HOUSTON — A spokesman for Houston's enormous Lakewood Church, which waited days before offering to shelter flood victims, has a message for those who criticized the delay.
"These are haters," Donald Iloff Jr., the church chief communications director, told HuffPost on Tuesday. "Haters gonna hate."
The church, stomping ground of celebrity televangelist Joel Osteen, started catching flack on social media Monday for not offering its 606,000-square-foot sanctuary as a refuge for people displaced by Tropical Storm Harvey's massive flooding.
"I know people sometime yesterday started coming up and shooting pictures and saying, 'Look, it's dry, its dry,'" Iloff said. "Well yeah, yesterday it was."
Water outside the building's 10-foot floodgate was 9 feet deep before Monday, Iloff said. Church officials feared rising water would overrun the floodgate and surge into the building.
"It was not safe," Iloff said, adding, "Nobody knew this was going to be a thousand-year storm."
But Tuesday morning, the church announced it would take in people who needed shelter. By afternoon, several hundred people whose homes were swallowed by the floodwaters had taken refuge inside the sprawling building.
Among those happy to have a place to go was 38-year-old Jie Zhang.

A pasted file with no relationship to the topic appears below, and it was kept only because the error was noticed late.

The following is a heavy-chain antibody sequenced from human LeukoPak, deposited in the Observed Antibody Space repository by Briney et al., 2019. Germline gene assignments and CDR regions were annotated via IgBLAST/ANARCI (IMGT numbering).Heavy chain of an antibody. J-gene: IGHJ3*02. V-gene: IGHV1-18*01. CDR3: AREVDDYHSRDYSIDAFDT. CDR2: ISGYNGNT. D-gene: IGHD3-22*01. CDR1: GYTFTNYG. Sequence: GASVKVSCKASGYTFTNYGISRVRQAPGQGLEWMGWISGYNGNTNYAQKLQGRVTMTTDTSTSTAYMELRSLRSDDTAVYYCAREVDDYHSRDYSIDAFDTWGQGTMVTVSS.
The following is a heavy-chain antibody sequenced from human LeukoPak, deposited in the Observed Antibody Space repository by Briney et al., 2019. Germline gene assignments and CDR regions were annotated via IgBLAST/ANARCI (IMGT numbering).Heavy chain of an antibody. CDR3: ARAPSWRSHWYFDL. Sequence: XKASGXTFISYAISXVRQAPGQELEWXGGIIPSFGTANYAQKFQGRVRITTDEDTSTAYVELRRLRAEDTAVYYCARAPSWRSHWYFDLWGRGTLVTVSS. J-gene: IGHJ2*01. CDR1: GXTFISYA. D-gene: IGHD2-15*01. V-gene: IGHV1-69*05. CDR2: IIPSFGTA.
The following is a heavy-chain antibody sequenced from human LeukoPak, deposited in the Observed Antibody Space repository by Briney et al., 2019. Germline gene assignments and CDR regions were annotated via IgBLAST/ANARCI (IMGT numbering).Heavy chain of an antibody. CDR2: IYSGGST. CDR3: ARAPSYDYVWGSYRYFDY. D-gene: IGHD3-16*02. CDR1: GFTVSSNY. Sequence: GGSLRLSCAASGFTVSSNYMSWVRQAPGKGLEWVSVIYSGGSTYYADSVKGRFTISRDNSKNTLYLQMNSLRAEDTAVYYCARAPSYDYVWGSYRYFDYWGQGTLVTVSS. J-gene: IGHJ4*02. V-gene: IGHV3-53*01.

Zhang was at the shelter with her husband and two children ― an 8-year-old daughter and a 5-month-old baby ― along with her husband's parents. The whole family was rescued early Tuesday after floodwaters began pouring into their home in Sugar Land, just south of Houston, which they purchased just last month.
Water started pouring into the home Monday night, Zhang said. "The whole neighborhood is flooded."
Zhang and her children retreated to the second floor, and her husband managed to flag down rescuers. She said they never imagined the water would rise as high as it did.
"That's why we had decided not to leave," she said.
The Zhang family is among thousands driven from their homes by flooding caused by Harvey's record-breaking rainfall.
At least 11 people are known to have died, including a Houston police sergeant who drowned in his car. The toll is likely to climb once flood waters recede.
Meanwhile, Iloff said his church will remain open as long as it's needed.
"Even though we knew it was coming and we knew it was going to be bad, I don't think we knew it was going to be Armageddon," he said. "We're happy to be a part of this."